In the Hadoop ecosystem, new computing engines such as Tez, Spark, and Flink have emerged to replace the MapReduce engine. These candidates for the next-generation computing engine allow computations represented as DAGs instead of two-level MapReduce programs and also exploit advanced techniques such as in-memory computing.
In this talk, we compare the performance of major computing engines with two prototypical benchmark programs, sorting and hash join, and analyze the results. For both programs, Flink is the fastest thanks to its own memory management and pipelined data transfer between mappers and reducers. Flink utilizes hardware resources more efficiently than other systems.
In the last part of the talk, we present an experimental computing engine which uses a push model, instead of a traditional pull model, for data transmission between nodes. Experimental results on the new computing engine may shed light on how current computing engines can further improve their performance.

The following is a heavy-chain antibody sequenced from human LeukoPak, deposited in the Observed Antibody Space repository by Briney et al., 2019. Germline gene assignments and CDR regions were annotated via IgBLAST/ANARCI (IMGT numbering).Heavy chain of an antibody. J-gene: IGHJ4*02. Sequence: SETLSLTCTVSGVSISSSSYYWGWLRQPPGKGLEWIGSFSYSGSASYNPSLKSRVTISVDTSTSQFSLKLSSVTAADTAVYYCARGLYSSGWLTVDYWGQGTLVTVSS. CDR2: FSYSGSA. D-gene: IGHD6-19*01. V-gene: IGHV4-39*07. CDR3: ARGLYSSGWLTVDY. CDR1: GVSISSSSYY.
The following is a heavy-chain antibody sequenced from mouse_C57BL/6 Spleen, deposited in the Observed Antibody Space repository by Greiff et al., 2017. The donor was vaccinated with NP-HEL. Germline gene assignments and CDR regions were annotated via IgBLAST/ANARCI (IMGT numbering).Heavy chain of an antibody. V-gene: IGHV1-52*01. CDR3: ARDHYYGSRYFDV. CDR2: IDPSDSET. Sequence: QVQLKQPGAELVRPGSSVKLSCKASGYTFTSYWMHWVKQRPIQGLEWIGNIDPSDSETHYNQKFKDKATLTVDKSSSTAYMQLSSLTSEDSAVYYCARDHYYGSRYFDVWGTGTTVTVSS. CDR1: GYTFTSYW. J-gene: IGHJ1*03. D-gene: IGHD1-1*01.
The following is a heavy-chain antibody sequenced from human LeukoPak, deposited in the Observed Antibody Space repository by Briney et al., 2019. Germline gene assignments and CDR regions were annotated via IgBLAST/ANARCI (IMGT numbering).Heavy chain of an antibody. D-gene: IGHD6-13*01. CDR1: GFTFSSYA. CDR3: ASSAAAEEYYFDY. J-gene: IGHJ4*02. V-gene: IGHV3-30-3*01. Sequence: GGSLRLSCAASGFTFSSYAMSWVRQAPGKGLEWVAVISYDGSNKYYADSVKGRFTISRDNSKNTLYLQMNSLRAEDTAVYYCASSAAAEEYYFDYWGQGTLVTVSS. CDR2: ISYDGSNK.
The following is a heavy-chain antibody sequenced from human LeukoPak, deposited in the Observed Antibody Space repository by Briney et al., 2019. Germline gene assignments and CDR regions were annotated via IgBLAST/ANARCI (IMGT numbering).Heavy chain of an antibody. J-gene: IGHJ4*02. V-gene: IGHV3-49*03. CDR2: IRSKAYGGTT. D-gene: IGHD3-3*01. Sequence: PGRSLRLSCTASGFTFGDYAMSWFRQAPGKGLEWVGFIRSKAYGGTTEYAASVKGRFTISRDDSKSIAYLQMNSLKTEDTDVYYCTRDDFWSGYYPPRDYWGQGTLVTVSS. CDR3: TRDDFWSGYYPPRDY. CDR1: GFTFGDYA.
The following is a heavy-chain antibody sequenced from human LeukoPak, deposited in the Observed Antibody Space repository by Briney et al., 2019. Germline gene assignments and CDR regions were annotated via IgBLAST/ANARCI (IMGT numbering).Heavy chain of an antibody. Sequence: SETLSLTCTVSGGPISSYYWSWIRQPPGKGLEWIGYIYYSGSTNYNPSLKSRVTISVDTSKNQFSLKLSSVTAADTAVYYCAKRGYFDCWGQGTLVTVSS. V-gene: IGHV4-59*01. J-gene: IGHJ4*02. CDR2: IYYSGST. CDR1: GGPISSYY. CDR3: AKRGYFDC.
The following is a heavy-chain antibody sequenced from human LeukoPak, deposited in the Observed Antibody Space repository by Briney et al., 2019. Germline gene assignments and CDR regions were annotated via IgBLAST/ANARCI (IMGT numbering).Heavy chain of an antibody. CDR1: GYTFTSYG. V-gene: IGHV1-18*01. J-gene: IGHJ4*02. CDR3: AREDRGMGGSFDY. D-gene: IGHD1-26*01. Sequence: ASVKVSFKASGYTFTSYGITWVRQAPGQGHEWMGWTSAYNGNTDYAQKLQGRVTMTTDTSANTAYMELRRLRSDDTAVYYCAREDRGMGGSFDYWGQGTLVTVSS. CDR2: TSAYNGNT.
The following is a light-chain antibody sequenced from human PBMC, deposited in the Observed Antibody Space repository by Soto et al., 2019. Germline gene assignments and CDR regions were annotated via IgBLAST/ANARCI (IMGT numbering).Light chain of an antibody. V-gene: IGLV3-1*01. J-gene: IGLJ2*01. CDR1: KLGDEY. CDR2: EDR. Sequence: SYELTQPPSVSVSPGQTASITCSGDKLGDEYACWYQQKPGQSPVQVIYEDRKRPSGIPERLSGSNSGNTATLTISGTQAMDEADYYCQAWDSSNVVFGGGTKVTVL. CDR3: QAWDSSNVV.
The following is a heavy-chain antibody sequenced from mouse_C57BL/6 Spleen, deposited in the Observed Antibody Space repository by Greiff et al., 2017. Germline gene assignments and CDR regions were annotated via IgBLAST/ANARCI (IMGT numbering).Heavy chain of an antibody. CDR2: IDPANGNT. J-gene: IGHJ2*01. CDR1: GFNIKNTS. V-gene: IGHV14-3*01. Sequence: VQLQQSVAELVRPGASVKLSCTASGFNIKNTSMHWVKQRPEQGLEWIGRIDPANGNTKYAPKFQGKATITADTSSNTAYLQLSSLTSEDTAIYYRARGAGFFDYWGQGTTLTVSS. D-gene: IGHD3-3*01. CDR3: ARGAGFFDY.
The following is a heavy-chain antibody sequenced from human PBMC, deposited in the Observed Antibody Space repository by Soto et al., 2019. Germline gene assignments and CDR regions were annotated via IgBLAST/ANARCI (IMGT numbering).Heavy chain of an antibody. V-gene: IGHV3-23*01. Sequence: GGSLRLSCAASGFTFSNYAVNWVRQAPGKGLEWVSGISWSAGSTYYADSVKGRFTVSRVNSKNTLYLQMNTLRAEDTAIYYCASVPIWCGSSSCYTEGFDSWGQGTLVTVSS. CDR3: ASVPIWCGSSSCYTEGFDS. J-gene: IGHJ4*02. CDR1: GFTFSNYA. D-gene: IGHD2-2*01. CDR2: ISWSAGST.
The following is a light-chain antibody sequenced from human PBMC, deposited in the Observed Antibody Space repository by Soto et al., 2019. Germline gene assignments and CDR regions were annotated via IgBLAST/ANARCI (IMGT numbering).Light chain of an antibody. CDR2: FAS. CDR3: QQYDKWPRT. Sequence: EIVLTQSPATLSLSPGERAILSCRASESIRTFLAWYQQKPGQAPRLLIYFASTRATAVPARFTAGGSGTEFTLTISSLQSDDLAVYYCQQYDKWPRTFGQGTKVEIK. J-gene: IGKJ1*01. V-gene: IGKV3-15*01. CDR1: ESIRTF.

About the speaker
Dongwon Kim is a postdoctoral researcher at Pohang University of Science and Technology (POSTECH).
He received a PhD in Computer Science and Engineering from POSTECH. His doctoral thesis is about designing a fault-tolerant MapReduce engine that uses the push model for high performance. Currently he has participated in a research project to develop a new computing engine for Hadoop that supports DAG processing.